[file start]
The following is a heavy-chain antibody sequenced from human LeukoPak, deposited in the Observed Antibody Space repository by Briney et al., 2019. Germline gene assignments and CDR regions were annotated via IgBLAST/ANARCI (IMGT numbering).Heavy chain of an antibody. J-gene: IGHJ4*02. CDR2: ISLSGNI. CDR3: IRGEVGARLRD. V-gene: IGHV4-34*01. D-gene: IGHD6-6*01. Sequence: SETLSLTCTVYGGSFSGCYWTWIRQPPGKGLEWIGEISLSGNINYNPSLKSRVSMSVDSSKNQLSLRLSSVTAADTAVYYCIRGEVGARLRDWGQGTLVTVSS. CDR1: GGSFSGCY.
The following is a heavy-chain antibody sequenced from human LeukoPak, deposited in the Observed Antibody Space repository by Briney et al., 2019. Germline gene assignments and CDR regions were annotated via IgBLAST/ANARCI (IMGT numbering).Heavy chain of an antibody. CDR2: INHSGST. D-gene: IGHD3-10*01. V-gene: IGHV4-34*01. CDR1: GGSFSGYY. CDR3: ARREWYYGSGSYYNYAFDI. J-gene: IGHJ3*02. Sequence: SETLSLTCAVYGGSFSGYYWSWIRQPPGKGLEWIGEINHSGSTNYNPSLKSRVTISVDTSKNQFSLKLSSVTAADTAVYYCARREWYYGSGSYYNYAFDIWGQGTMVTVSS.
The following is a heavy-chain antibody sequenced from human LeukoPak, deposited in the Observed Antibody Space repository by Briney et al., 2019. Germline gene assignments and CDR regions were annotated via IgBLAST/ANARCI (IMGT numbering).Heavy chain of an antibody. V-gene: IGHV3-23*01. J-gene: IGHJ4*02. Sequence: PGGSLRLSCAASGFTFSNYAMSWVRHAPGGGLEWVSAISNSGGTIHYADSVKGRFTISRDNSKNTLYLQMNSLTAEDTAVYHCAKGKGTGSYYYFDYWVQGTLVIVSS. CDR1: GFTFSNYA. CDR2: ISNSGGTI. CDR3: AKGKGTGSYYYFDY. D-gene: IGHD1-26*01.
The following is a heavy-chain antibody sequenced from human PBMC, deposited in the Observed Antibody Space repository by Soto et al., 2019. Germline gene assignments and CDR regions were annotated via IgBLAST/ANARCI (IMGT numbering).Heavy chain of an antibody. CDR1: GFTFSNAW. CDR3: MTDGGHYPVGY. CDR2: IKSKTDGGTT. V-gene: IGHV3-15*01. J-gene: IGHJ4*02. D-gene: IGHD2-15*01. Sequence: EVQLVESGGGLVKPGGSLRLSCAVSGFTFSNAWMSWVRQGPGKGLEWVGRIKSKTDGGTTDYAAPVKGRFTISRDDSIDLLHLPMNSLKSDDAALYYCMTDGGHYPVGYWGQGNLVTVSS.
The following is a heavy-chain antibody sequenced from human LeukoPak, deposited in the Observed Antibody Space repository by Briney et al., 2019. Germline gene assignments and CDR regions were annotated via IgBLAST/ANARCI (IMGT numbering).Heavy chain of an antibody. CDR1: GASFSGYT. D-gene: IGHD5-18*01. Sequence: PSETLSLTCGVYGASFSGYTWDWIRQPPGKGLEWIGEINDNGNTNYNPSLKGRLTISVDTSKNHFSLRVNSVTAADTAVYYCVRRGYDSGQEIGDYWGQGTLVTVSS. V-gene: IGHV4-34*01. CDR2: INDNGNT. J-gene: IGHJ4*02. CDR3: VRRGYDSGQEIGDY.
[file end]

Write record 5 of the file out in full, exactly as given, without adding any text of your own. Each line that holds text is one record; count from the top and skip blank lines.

The following is a heavy-chain antibody sequenced from human LeukoPak, deposited in the Observed Antibody Space repository by Briney et al., 2019. Germline gene assignments and CDR regions were annotated via IgBLAST/ANARCI (IMGT numbering).Heavy chain of an antibody. CDR1: GASFSGYT. D-gene: IGHD5-18*01. Sequence: PSETLSLTCGVYGASFSGYTWDWIRQPPGKGLEWIGEINDNGNTNYNPSLKGRLTISVDTSKNHFSLRVNSVTAADTAVYYCVRRGYDSGQEIGDYWGQGTLVTVSS. V-gene: IGHV4-34*01. CDR2: INDNGNT. J-gene: IGHJ4*02. CDR3: VRRGYDSGQEIGDY.